Tuesday, 27 March 2012

Disputes Claim of White Indians at James Bay

The Nipigon Historical Museum Archives
The Fenwick "papers"

The News-Chronicle, September 13, 1938
The Lakehead Cities - Port Arthur, Fort William, Westfort - Schreiber, Nipigon

George Finlay of Port Arthur has sent the following letter on the subject of white Indians to the editor of the Sault Daily Star:

Dear Sir - I am attaching two cuttings from the News-Chronicle issue of September 9, relative to 'White Indians" of James Bay.
Taking first the article "White Indians" of James Bay," wherein you state "all doubts of their existence is set to rest," I definitely challenge this statement and contend that all evidence points to the contrary.
1. "These white Indians are pretty well bunched on the shores of James Bay at and north of the Albany River." This would mean that their dwelling places would be at Albany, Kapisko, Attawapiskat, and Opinaga or Negatosaki. I certainly saw no white Indians during my stay at these posts.
2. all deal with Finlay's interpretation of characteristics

8. Turning to the editorial. If, as the News-Chronicle states, "He attaches principal importance to the fact that the Crees had a word for white man, "Mistigoche,' which could have been used only on account of their coming," I feel that your theory fails at this point. The word "Mistikoose" or "Mistigoche" means a boat, the first syllable "mistik" meaning wood, tree, log, timber or stick. However, we find that the word for boat used on the west coast of James Bay is "Cheman".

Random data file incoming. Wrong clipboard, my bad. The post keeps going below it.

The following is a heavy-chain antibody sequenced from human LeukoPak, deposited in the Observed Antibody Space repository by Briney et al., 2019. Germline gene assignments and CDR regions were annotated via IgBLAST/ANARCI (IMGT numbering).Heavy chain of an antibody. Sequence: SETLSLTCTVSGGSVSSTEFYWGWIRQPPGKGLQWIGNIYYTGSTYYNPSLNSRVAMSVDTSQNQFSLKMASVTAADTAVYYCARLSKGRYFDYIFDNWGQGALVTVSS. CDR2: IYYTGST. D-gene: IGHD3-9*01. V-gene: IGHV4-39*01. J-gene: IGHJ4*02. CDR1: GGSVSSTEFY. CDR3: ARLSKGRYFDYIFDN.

"Chemanis" being a small boat or canoe. The translation of white man into Cree would be "Wapiskusuki," literally white skin. Now at Moose Factory and up the coast we find the word used to indicate "white man" is "Wamistikosew," this literally meaning Frenchman. Incidentally, and American is "Kitckemookoman", literally Big Knife, no doubt a reference to the Bowie knives so freely used some time ago by American frontiersmen. It should be remembered that Radisson and Grossilliers had been in this country, that is at the site of Moose Factory, before the lack of interest by the French King in their discoveries led them to England and the formation of The Hudson's Bay Company. These explorers were French and the word used now to indicate white man has a direct reference to the men and their companions, who took the overland route, that is down the Abitibi and Moose Rivers.

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